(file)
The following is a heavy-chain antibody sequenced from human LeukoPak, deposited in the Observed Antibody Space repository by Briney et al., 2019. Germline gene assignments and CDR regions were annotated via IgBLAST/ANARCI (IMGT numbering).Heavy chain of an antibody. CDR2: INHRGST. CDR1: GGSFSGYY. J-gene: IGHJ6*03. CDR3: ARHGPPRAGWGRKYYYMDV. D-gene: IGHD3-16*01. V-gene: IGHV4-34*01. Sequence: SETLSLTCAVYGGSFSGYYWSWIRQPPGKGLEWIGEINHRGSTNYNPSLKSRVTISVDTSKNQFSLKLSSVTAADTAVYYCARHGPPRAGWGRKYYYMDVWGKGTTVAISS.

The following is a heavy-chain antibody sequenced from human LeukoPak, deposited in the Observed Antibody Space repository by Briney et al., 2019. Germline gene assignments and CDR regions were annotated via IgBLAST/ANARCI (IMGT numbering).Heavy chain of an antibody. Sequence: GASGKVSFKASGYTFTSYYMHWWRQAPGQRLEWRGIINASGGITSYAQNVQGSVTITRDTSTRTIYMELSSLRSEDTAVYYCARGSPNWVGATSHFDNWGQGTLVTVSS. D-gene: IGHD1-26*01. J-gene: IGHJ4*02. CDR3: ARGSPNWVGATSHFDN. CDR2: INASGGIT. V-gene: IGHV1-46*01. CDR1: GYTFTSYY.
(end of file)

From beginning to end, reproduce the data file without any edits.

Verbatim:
The following is a heavy-chain antibody sequenced from human LeukoPak, deposited in the Observed Antibody Space repository by Briney et al., 2019. Germline gene assignments and CDR regions were annotated via IgBLAST/ANARCI (IMGT numbering).Heavy chain of an antibody. CDR2: INHRGST. CDR1: GGSFSGYY. J-gene: IGHJ6*03. CDR3: ARHGPPRAGWGRKYYYMDV. D-gene: IGHD3-16*01. V-gene: IGHV4-34*01. Sequence: SETLSLTCAVYGGSFSGYYWSWIRQPPGKGLEWIGEINHRGSTNYNPSLKSRVTISVDTSKNQFSLKLSSVTAADTAVYYCARHGPPRAGWGRKYYYMDVWGKGTTVAISS.

The following is a heavy-chain antibody sequenced from human LeukoPak, deposited in the Observed Antibody Space repository by Briney et al., 2019. Germline gene assignments and CDR regions were annotated via IgBLAST/ANARCI (IMGT numbering).Heavy chain of an antibody. Sequence: GASGKVSFKASGYTFTSYYMHWWRQAPGQRLEWRGIINASGGITSYAQNVQGSVTITRDTSTRTIYMELSSLRSEDTAVYYCARGSPNWVGATSHFDNWGQGTLVTVSS. D-gene: IGHD1-26*01. J-gene: IGHJ4*02. CDR3: ARGSPNWVGATSHFDN. CDR2: INASGGIT. V-gene: IGHV1-46*01. CDR1: GYTFTSYY.